Teaching Resources

Ways for Teachers to Use the Ancient Graffiti Project

It is our goal as Latin teachers to help our students create a personal connection to Latin and the ancient Romans. While we can get them to relate to the sentiments of Latin literature and lessons learned from ancient Roman history, it is sometimes difficult to make connections to the real, everyday lives of Romans. We do not have photographs of actual events or perfectly preserved buildings. We must be creative and bring a fragmented ancient world to life for our students.

The preservation and excavation at the archaeological sites of Pompeii and Herculaneum are as near as we can get to a perfectly preserved Roman town, and are an excellent resource for teachers. The Ancient Graffiti Project provides a wealth of information to help teachers utilize the graffiti written by the inhabitants of Pompeii and Herculaneum. To incorporate these graffiti into our curriculum, we have to change our mindset about what it meant to be literate in ancient Rome. The elite 10-15% of the Roman population were highly educated, learning to read from ancient texts that would have been the equivalent of an elementary school student learning to read from Shakespeare. If a Roman knew their alphabet and could write their own name, which is incredibly powerful in a society where a greater number of children did not learn to read Latin fluently than did. If you could read a name, you would know for whom to cast your vote, who was putting on the games, who built this statue dedicated to a god.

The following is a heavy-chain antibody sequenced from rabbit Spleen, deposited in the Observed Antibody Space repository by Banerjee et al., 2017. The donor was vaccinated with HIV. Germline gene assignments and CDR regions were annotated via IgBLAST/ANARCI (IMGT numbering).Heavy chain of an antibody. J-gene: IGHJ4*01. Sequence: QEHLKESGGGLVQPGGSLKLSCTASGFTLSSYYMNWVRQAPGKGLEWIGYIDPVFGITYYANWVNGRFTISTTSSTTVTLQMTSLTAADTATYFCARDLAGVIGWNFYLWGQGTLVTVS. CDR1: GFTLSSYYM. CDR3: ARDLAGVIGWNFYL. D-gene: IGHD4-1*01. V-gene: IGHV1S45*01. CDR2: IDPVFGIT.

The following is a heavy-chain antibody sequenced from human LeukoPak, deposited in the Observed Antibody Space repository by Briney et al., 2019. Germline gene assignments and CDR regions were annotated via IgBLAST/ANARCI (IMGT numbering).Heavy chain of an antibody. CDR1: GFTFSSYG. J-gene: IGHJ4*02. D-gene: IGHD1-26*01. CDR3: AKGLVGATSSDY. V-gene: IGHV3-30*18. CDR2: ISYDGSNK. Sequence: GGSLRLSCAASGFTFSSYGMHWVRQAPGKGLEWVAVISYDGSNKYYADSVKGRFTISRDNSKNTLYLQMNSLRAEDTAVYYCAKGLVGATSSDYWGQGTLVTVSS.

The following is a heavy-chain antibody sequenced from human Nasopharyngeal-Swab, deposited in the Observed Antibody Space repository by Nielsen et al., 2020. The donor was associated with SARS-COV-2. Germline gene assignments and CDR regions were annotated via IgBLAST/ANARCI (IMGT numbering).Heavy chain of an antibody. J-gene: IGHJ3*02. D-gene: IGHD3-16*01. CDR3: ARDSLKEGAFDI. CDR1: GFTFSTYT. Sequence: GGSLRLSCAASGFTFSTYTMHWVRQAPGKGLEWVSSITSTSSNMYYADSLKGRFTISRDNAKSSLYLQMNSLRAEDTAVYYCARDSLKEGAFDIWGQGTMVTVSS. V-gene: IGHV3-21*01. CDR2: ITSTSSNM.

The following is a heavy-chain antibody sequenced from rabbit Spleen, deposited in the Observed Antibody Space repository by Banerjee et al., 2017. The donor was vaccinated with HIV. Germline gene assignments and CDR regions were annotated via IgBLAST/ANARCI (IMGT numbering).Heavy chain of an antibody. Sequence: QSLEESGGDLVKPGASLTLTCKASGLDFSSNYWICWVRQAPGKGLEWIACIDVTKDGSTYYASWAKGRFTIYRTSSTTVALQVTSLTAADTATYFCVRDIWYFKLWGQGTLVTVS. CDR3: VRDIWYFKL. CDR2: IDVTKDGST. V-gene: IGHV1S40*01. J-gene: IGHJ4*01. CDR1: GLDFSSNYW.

The graffiti of Pompeii and Herculaneum are an excellent way to build these real-world connections into our Latin curriculum. Your students can learn about Roman names, ways that Romans greeted one another, advertisements for gladiator games and records of gladiatorial successes and losses, political advertisements, and beyond by reading what the Romans themselves wrote.

In the Teacher Resources section, there are several introductory lesson plans beginning with the alphabet (both Latin and Greek), progressing to Latin names, and progressing to Latin greetings. These can be used together or separately. http://ancientgraffiti.org/about/teaching-resources/

If you have a particular cultural topic in mind, whether it be politics, gladiators, love, or religion, you can find the most relevant graffiti for each topic here: http://ancientgraffiti.org/Graffiti/featured-graffiti

If you want to explore your own idea, you can simply begin by entering a key word (e.g. gladiator, amat) in the search box on the home page. http://ancientgraffiti.org/Graffiti/

There are also maps of Herculaneum and Pompeii, which are interactive. You can click on the map and explore the graffiti present in a particular area. The map of Herculaneum is also printable for your students. http://ancientgraffiti.org/about/teaching-resources/the-herculaneum-map/

 

When looking at a particular graffito, you will find a wealth of information in the listing.

  • If the graffito still exists, there will be a picture of it attached to the entry or there will be a link to the pictures on EDR (Epigraphic Database Roma). This an exciting way for students to view the graffito. I often print out and laminate class sets of the graffiti I use in class so that the students can trace over it and see if they can figure out what the letters and words are.
  • There is always a link to the site where the graffito was found. If it is in Herculaneum, you can follow the link to the wealth of pictures on the Herculaneum Panoramas site and view the ruins. 
  • If the graffito is in Pompeii, you can follow the link to view pictures of the site and ruins on Pompeii in Pictures